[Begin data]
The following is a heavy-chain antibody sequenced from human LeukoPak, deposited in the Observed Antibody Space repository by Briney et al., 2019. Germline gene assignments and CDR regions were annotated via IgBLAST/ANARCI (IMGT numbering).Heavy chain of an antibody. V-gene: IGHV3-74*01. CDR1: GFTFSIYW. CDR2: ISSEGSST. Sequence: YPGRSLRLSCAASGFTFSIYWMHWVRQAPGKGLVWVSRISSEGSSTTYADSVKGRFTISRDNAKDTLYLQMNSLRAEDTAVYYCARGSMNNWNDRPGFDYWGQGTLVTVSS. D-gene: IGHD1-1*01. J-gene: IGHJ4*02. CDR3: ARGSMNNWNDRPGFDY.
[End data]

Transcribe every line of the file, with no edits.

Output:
The following is a heavy-chain antibody sequenced from human LeukoPak, deposited in the Observed Antibody Space repository by Briney et al., 2019. Germline gene assignments and CDR regions were annotated via IgBLAST/ANARCI (IMGT numbering).Heavy chain of an antibody. V-gene: IGHV3-74*01. CDR1: GFTFSIYW. CDR2: ISSEGSST. Sequence: YPGRSLRLSCAASGFTFSIYWMHWVRQAPGKGLVWVSRISSEGSSTTYADSVKGRFTISRDNAKDTLYLQMNSLRAEDTAVYYCARGSMNNWNDRPGFDYWGQGTLVTVSS. D-gene: IGHD1-1*01. J-gene: IGHJ4*02. CDR3: ARGSMNNWNDRPGFDY.